How to Overcome Common Fitness Plateaus and Keep Progressing

While there are many potential obstacles that you may face on your fitness journey, none are more frustrating than fitness plateaus. When you hit one, it’s imperative that you implement a quick response to get your progress back on track.

A fitness plateau is when your body gets used to the current fitness routine, leading to stagnated progress. Even when fitness is fun, most people exercise to become better versions of themselves. In fact, a perceived lack of progress is one of the chief reasons why 90% of people quit the gym after just three months.

When you’re in a stage of leveling out, it may feel like you have no hope. Once you understand the reasons for hitting a plateau, though, overcoming the bump in the road will become far simpler.

Give Your Body a Chance to Rest

You would be forgiven for thinking that the best way to progress is to continually push yourself to the limit. On the contrary, though, your body needs a chance to rest and recuperate. Not least because sleep is needed to promote improved muscle growth due to protein synthesis and human growth hormone release.

Conversely, a lack of rest will soon translate to reduced physical performance in the gym or on the court. Simply turning up every day is futile if your body is only capable of performing at 50 or 60%. Incorporating 1-2 rest days per week into the schedule may be the key to improving performance levels during future workouts while also keeping your mind engaged.

You can still stay active with walks and other low-impact exercises on those days.

Educate Yourself

Fitness is a science. As such, knowledge is power and can make all the difference as you 

look to make calculated decisions that yield the best results. Personal training courses will help you gain a deeper understanding of how the body works and how to build structured workouts rather than following random exercises. This can push you through the plateau.

The ability to modify your workout program to align with your goals and generate the best results will soon cast the stagnation phase to the past. Similarly, maintaining good form will bring great results. Furthermore, you will develop a far more accurate understanding of how hard you are pushing yourself. In turn, this can help you find the strength for one last rep.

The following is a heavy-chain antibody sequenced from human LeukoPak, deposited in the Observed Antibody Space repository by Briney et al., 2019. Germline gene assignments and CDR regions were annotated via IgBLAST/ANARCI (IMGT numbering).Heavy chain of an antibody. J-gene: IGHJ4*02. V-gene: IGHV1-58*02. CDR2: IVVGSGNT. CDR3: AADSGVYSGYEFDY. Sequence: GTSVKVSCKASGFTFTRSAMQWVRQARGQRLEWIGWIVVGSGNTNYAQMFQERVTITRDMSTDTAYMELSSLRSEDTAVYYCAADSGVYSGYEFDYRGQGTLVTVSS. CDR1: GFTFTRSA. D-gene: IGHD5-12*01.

Alternatively, you could lean on the experience and education of a personal trainer. 

Address Your Lifestyle

Fitness success isn’t defined solely by what you do in the gym. Even if you spend an hour in the gym each day, this only counts for 5% of your time. The importance of rest has already been discussed, but you also need to consider the impact of nutrition. The fact that two-thirds of UK adults are overweight should highlight its importance.

It’s the oldest cliche in the book, but you cannot outrun a bad diet. Making the wrong food choices will undo a lot of your good work. In addition to the caloric influence, you must consider how feeling bloated or void of energy would impact your workouts. Thankfully, consciously altering your diet can quickly help you overcome your current plateau.

Quitting bad habits like smoking will also allow you to perform better to see better results.

Focus on Progressive Overloads

If you take a PT course, progressive overload is a topic you will learn about. Even if you don’t invest in a fitness-based education, switching to a progressive overload model will help sustain your progress. It has been statistically shown to bring better results over several months. it removes the threat of plateauing as your workouts are no longer the same.

You’ll probably want to conduct additional research into progressive overloads. However, the most common ways to achieve it are through; increased weight, increased volume, increased training frequency, increased reps, increased intensity and range of motion, or reduced rest time. Train harder and you will see better results.

If nothing else, tracking your training progress will aid your motivation.

Try New Types of Exercise

It is shown that fitness loss in athletes doesn’t occur until after around three weeks after they stop training. Conversely, though, the body can get used to a routine in a matter of weeks. When this is the cause of your fitness plateau, incorporating new types of exercise is the best solution. It can reignite the fuse for progress with almost immediate results.

If you work out alone, try playing team sports. Conversely, if you usually focus on group sessions, adding solo exercise helps you focus on goals. Engaging new muscle groups will also help promote greater muscle balance, which will subsequently support all workouts. It also reduces the risk of causing injuries by overloading one muscle group.

Besides, there is a strong chance you’ll discover a new favorite exercise. Perfect.